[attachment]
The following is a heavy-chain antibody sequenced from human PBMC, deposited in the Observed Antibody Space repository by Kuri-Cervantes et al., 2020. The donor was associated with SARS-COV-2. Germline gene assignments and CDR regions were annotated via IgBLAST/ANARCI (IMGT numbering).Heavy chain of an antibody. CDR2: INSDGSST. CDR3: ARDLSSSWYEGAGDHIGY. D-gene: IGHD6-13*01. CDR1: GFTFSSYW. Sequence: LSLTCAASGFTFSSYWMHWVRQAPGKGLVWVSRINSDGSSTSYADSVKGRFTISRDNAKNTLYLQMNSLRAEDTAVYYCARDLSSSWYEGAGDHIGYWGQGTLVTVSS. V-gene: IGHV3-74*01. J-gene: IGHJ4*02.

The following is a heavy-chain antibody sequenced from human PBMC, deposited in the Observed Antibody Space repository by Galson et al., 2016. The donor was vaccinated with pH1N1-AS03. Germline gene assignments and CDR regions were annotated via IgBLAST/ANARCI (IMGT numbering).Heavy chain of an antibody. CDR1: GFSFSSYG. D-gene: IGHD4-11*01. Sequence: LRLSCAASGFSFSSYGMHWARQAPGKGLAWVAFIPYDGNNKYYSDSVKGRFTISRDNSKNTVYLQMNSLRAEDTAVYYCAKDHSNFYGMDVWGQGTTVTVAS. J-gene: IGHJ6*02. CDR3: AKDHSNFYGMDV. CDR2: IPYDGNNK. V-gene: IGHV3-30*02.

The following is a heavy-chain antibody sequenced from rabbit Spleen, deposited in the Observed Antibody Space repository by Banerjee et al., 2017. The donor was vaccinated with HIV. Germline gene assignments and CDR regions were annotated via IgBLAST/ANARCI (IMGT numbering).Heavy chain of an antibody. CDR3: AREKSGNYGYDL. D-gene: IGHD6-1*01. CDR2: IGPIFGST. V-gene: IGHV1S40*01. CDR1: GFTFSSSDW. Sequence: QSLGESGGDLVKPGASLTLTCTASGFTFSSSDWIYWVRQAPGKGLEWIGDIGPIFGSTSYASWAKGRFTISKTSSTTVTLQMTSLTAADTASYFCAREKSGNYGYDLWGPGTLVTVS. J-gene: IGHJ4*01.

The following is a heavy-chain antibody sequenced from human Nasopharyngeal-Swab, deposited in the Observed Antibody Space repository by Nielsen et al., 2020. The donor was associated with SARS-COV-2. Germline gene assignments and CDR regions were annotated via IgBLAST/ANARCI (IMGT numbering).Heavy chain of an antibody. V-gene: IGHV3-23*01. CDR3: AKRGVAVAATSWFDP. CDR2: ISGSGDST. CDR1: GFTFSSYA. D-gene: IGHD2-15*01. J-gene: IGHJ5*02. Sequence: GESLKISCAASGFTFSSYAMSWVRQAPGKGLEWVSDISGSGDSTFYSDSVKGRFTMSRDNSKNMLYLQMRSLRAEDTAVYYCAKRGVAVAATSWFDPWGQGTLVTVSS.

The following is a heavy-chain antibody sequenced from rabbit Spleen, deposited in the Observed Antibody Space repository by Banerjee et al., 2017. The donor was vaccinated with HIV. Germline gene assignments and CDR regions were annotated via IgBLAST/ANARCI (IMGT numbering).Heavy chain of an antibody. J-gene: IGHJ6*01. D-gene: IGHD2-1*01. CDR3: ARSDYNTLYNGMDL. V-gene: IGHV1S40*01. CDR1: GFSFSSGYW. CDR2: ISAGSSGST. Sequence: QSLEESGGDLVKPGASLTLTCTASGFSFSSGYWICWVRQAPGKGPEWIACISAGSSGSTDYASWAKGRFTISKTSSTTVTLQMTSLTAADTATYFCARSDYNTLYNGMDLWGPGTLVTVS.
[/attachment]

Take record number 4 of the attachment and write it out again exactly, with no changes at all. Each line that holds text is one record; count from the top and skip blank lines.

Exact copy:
The following is a heavy-chain antibody sequenced from human Nasopharyngeal-Swab, deposited in the Observed Antibody Space repository by Nielsen et al., 2020. The donor was associated with SARS-COV-2. Germline gene assignments and CDR regions were annotated via IgBLAST/ANARCI (IMGT numbering).Heavy chain of an antibody. V-gene: IGHV3-23*01. CDR3: AKRGVAVAATSWFDP. CDR2: ISGSGDST. CDR1: GFTFSSYA. D-gene: IGHD2-15*01. J-gene: IGHJ5*02. Sequence: GESLKISCAASGFTFSSYAMSWVRQAPGKGLEWVSDISGSGDSTFYSDSVKGRFTMSRDNSKNMLYLQMRSLRAEDTAVYYCAKRGVAVAATSWFDPWGQGTLVTVSS.